March 7, 2018 / All Stories

Helping young scientists become their own role models

Through a unique partnership with Asian University for Women, scientists inspire students across the world see into their futures.

Asian University for Women gives students the opportunity to fulfill their endless potential.

The audacity to dream

Growing up in Chittagong, Bangladesh, Montaha Chowdhury made a solemn promise never to give up her goal of becoming a scientist.

The 21-year-old faced a variety of challenges in realizing this dream: uncles who objected to the idea of her studying because it would “lead to her going astray,” the inability to afford tuition, and pressure from her extended family to marry as soon as she graduated high school.

“My audacity to dream of pursuing a career in STEM has always drawn incredulous looks of concern, especially considering it is relatively new and very male-oriented in my country,” Chowdhury says.

“But my mother always told me that education is the key to freedom. I’d seen her sacrifice her own dreams due to society’s expectations, which is why I knew I had to continue and further my academic achievements in order to be able to stand on my own feet.”

Deftly overcoming every obstacle blocking her path, and more determined than ever to defy the odds, Chowdhury decided to alter the course of her own future. She applied to Asian University for Women (AUW), put in the hard work and earned a merit-based scholarship.

In a part of the world where women are seldom encouraged to seek higher education, AUW – Bangladesh’s first liberal arts institute – creates an opportunity for women like Chowdhury to become community leaders, pioneers in male-dominated fields, and role models who inspire other young women to follow in their footsteps. The university brings together women of diverse cultural and religious backgrounds, who share the common bonds of intellectual curiosity and untapped potential.

“AUW was like a ray of hope for me,” Chowdhury says. “At a time when I felt that my achievements were nothing, this place became a safe haven.”

AUW students proudly show their class work. (Credit: Asian University for Women)

Powerful connections

Not only does AUW provide a rigorous liberal arts curriculum, students can also engage in specialized research, internships and other activities. For those pursuing STEM careers, these supplemental experiences include guest lectures from working scientists from AbbVie.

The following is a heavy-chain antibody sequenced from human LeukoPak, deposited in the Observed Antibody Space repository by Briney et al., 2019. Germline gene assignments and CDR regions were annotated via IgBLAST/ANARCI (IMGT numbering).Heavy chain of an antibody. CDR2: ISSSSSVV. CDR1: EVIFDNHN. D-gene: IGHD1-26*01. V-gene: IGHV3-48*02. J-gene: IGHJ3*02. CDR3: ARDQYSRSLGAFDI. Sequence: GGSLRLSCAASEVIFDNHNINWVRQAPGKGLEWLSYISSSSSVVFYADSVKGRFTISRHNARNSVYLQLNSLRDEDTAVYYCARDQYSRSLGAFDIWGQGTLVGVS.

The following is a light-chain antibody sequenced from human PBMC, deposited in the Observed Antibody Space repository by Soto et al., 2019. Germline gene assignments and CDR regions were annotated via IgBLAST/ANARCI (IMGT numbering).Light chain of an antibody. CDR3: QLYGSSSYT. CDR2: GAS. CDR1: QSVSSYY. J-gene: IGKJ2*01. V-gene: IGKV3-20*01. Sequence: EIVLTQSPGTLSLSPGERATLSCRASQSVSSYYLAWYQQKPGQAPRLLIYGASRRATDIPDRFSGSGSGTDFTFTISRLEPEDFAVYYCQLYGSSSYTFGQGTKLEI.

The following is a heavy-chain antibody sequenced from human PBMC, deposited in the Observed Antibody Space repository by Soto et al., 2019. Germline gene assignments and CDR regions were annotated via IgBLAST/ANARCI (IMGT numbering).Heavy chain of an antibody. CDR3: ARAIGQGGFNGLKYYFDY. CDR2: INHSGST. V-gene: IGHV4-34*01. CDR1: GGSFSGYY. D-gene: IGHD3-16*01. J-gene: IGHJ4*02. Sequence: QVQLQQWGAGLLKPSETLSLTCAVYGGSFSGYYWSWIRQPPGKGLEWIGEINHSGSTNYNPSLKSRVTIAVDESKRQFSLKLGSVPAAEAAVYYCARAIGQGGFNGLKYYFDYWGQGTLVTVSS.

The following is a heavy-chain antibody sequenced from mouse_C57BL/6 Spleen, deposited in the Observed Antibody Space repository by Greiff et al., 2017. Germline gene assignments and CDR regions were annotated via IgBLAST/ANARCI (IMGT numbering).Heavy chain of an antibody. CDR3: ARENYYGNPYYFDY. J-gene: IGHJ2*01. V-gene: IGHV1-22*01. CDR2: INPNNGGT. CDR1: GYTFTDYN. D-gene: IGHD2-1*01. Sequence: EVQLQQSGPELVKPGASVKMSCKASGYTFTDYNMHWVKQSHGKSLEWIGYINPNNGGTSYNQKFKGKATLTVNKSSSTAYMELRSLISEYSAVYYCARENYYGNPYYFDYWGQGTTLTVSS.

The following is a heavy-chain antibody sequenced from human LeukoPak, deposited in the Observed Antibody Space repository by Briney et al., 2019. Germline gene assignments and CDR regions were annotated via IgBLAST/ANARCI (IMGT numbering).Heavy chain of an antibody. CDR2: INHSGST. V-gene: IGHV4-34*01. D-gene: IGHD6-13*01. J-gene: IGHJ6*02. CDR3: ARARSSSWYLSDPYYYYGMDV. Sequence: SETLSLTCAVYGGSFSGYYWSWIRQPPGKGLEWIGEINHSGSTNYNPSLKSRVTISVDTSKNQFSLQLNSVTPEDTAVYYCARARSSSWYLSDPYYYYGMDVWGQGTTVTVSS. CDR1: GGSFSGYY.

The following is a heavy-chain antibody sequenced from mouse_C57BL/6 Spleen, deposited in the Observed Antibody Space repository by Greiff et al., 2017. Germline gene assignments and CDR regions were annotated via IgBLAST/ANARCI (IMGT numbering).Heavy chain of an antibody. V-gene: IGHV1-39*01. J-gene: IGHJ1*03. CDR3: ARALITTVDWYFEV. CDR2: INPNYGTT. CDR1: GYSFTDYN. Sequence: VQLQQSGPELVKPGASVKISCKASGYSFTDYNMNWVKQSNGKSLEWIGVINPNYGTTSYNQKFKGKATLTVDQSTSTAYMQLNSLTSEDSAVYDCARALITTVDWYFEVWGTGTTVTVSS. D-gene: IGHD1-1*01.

The lectures are done via teleconference from a small first-floor office on AbbVie’s campus in North Chicago, Illinois, U.S.A. In the early morning hours of any given Tuesday, you might catch a scientist speaking passionately about biochemistry or neuroscience to a group of young women half a world away.

Although AbbVie scientists lecture via teleconference, AUW are fully engaged and excited about the diversity of topics. (Credit: Asian University for Women)

Although the lecturer and students do not meet face-to-face, there’s a tremendous impact felt on both sides of the computer screen.

“The lectures from professional scientists enable our students to expand their horizon and see science from a practical point of view,” says A.K.M. Moniruzzaman Mollah, Ph.D., head of the Science and Math Program and associate professor of Life Sciences at AUW. “Numerous female scientists describing their personal scientific career journey and their research work during the lecture serve as a role model for the students. Students realize that sky is the limit, and gender should not be an obstacle to pursue higher education/research career.”

For Ruth Martin, an AbbVie scientist who has been involved in the AUW lecture series for nearly eight years, the ability to connect with these extraordinary students has been equally rewarding.

“I’m grateful we are able to help support a university with students who may not have the access we have,” Martin says. “I often make an analogy using ‘Take Your Child to Work Day.’ My son goes to a high school with an incredible, well-funded science curriculum. If I were to take my son to work, it’s not going to have as much of an impact as he already knows what I do and is exposed to endless STEM possibilities because of where we live.”

"If I were instead to take someone from an under-resourced area with limited access, it would expand their world,” she says. “And that’s what we do with AUW. We’re giving these women eye-opening insights into what opportunities are available, and give them a sense of where their futures could lie.”

A glimpse into the future

Chowdhury credits the lecture series with giving her insight into topics like drug development and protein engineering, which she wouldn’t have had access to otherwise. But the most valuable takeaway, she says, was that the lecturers were female scientists.

“I was so motivated by their progress and accomplishments, and they always shared their entire life history which helps me to identify my future plans,” she says. “They gave advice on pursuing a career in STEM, what we need to focus on to achieve our goals, and gave us a peek into their world for students like me who are still unsure of what to do.”

When Chowdhury graduates, she plans to attend graduate school and pursue a career in science. “I wish to show people, especially in my family, that yes, women can be leaders in STEM,” she says. “I want to become the role model that I didn’t have, for countless other women.”

With students representing different countries and religious backgrounds, a culture of diversity and understanding is the foundation of AUW’s success. (Credit: Asian University for Women)

In addition to an enthusiastic roster of volunteer guest lecturers, AbbVie supports AUW with a grant from the AbbVie Foundation, providing full scholarships for a select number of students per cohort.

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Mary Kathryn Steel
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